School of Engineering and Materials Science
Research Student Awards
PhD Thesis: Molecular dynamic simulations of Biointerfaces
Author: LI, Ruzhen
Supervisor(s): Xiao Guo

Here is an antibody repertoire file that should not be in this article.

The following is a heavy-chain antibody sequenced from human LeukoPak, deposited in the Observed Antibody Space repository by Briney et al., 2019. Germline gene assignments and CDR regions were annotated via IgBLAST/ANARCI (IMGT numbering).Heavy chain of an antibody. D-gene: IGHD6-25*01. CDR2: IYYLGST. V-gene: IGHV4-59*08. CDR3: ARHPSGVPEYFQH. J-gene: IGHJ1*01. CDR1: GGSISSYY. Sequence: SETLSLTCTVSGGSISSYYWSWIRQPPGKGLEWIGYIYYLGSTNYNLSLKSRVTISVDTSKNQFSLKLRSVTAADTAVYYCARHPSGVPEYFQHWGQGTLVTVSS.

The research project employs molecular dynamics (MD) as the basic methodology to study selected biointerfaces, involving five carbon surfaces (amorphous carbon surface, basal graphite surface, basal graphite surface doped with hydrogen and hydroxyl groups, basal graphite surface with Stone-Wales defects, and edge graphite surface). The selected molecules are: a small alpha-helix and a beta-sheet peptide, each with 16 amino acids; and a mid-sized peptide (amyloid peptide). The systematic study of the molecular adsorption on carbon surfaces has shown that it is a very complex process, which depends on several factors such as the molecular structure, the hydropathy of the peptide molecule, the charge and defects of the substrate surface, and the orientation of the molecule upon absorption. It is clear that the amino acids which face the surface initiate the absorption process and influence subsequent stages of absorption. The considered carbon surfaces have different levels of reactivity for the molecule absorption. The amorphous and charged surfaces tend to stabilise the beta sheet secondary structure. The interaction between the amyloid peptide and the carbon surfaces seems to depend on its molecular orientation, as well as the nature of the carbon surface: it was clearly attracted to the hydrophobic basal surface of graphitic carbon but pushed away from the hydrophilic charge-doped surface in one of the orientations (the second), but the opposite is true for another orientation (the third).